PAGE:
Penis transplants? How about we stop botched circumcisions

South Africa recently successfully completed a penis transplant. (Gallo)

South Africa recently successfully completed a penis transplant. (Gallo)

In 1967 South Africa made international headlines for the world’s first heart transplant, thanks to Dr Chris Barnard and his team. It was a medical sensation that stood as a neat allegory for our social condition. The 1960s was a time in our history when South Africa was sorely in need of heart in our public life. The apartheid regime was at its most brutal: repressive laws were intensified, and resistance driven underground. We needed a wholesale change of heart as symbolised by Barnard, an outspoken critic of the apartheid government.

Forty-eight years later we’ve moved down the human anatomy and made history elsewhere: by effecting the world’s first penis transplant. It has caused an international sensation of course, the word “penis” being so pleasing a headline booster. 

The article itself kept a straight face, thankfully. But the doctors involved told reporters one of the biggest issues in the operation were not the usual complications such as infection or the risk of the body rejecting the organ. It was the ego. There were “huge psychological effects” involved, according to Professor André van der Merwe, head of the urology division at Stellenbosch University. “If you add an organ you make a ripple effect on somebody’s ego, you can even induce psychosis.”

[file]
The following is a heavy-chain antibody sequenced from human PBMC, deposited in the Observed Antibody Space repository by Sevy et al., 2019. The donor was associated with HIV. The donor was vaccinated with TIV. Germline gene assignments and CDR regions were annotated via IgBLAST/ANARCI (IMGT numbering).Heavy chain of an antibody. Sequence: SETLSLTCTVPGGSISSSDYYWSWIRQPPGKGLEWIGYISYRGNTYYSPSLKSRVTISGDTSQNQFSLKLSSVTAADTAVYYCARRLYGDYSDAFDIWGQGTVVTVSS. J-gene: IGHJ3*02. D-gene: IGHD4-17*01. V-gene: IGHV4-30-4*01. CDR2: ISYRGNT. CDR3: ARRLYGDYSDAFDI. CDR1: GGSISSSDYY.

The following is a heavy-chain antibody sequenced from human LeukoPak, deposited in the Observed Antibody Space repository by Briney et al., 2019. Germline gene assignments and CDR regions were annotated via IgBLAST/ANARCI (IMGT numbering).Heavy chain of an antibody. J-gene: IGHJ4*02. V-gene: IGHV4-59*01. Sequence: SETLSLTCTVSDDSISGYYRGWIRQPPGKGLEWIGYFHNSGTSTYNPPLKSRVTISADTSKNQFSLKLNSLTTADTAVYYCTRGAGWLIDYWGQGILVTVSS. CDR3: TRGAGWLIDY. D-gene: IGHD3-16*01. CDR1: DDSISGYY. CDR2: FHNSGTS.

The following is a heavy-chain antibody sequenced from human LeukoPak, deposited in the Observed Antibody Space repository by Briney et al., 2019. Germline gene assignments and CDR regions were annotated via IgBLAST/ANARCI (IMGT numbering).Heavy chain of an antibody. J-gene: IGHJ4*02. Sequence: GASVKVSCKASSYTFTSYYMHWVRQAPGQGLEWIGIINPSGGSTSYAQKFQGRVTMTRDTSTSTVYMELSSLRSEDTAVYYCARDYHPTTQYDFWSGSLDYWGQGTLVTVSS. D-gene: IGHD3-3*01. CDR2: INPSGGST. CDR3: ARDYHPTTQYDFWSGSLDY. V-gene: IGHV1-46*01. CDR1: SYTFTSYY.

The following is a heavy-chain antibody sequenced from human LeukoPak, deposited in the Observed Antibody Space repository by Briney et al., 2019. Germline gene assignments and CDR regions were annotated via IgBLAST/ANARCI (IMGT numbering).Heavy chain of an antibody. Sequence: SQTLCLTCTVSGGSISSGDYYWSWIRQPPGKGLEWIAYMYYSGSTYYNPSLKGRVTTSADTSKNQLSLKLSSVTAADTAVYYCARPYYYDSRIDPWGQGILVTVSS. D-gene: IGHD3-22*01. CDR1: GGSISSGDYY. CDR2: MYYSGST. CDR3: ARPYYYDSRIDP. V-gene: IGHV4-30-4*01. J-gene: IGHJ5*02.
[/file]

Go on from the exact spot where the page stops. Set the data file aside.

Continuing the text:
Perhaps it is this psychosis that allowed us a to trumpet the operation as a victory without really commenting on the devastating social context that made it necessary. In an ego-driven society we’re all about the successes.

Prevention is better than cure
So we don’t talk enough about the practice of traditional initiation and circumcision, which made all this necessary. Proponents of the practice tell us it is a beautiful and symbolic journey, and I am sure it is, when done right. It’s another story when there are dirty and blunt instruments wielded by someone with little medical knowledge and boys kept in a hut for days, forbidden to drink water to prevent them urinating, leaving them dehydrated and infected.

Some piloted studies combine modern medicine with prayers to the ancestors and have seen great success.

But many traditionalists refuse to discuss the issue and forbid others from getting involved. So we come up with workarounds, like a penis replacement surgery, allowing some among us to keep their ego problems in place. But should we?

Prevention is better than cure, the medical maxim goes, but in this case talking prevention is taboo. It is ludicrous to refuse to allow minor medical help to prevent hundreds of boys dying or living the rest of their lives with botched or no penises.

The young man who received the world’s first successfully transplanted penis had his penis amputated three years ago after a circumcision went wrong. He was left with just 1cm of his original penis and that’s considered lucky.

Censorship the last resort of the irrational